We need to recognize that whether we like it or not, the global community is in this crisis together. Our survival depends on learning to share the abundance we have—our natural and financial resources, as well as scientific expertise and creativity—in the fight to combat climate change.
Humans have grown exponentially in our propensity and power to conquer the earth itself. Despite being newcomers relative to neighboring species, humans usually behave as if we owned the place. But Psalm 95 speaks clearly: When we come into God’s presence—and there is no place God is more vividly present to us than in creation’s midst—the psalm says to come with thanksgiving, the polar opposite of greed.
The king of Israel was charged with reciting a psalm that contained reflection and humility alongside confidence. Moreover, he was charged with waiting on God. If God’s own instrument in the Bible was charged with this, how much more are we?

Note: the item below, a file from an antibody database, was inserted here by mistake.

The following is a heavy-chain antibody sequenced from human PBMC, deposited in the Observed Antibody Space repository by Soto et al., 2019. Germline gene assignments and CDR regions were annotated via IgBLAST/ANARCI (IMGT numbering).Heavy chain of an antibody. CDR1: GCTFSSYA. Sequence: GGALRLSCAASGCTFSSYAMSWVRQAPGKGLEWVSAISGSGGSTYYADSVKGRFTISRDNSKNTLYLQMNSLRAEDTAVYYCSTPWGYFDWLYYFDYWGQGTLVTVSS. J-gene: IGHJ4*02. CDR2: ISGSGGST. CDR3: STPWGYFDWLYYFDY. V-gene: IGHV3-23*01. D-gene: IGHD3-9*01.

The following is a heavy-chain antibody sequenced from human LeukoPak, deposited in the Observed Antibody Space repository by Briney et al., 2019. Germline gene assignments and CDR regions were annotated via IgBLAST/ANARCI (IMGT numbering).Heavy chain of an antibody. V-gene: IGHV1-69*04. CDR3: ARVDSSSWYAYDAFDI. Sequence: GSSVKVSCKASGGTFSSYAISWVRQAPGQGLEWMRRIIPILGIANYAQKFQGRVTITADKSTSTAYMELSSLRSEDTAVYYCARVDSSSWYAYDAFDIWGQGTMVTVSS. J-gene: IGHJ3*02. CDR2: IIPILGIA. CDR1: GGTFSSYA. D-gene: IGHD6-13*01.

We are the heirs of Elijah’s legacy. His influence is evident within later writings of the Bible, the Bible’s earliest commentators, and within the Bible-shaped parts of our own culture. But how might we assess our inheritance? Elijah is a hero of the covenant. Moses redivivus. A witness to God’s justice and mercy for those without power. And yet. . . Elijah’s legacy is also that of a “troubler” (1Kings 18:17-18). Although the prophet denied the title, the Jewish rabbinic tradition has not been afraid to name troubling features of his ministry. He seems more pre-occupied with his own difficulties than those of the people. He does not advocate for the Israelites. He uses violence.
And so it is to Jerusalem that Jesus must go. Why Jerusalem? How would the scene have played out differently if the Pharisees, in their plotting, had simply arranged to have Jesus murdered on the road – on his way to the city? What if Jesus had never come to Jerusalem? To the temple? What if he died and even was resurrected while preaching the good news of God’s Kingdom in Galilee? What’s so special about Jerusalem?
In the lectionary, Transfiguration follows the season of Epiphany with one last display of light. The lights flare brilliantly and momentarily and then are dimmed. The gospel then sends readers on their way, on the road through Lent following Jesus toward Jerusalem and the cross.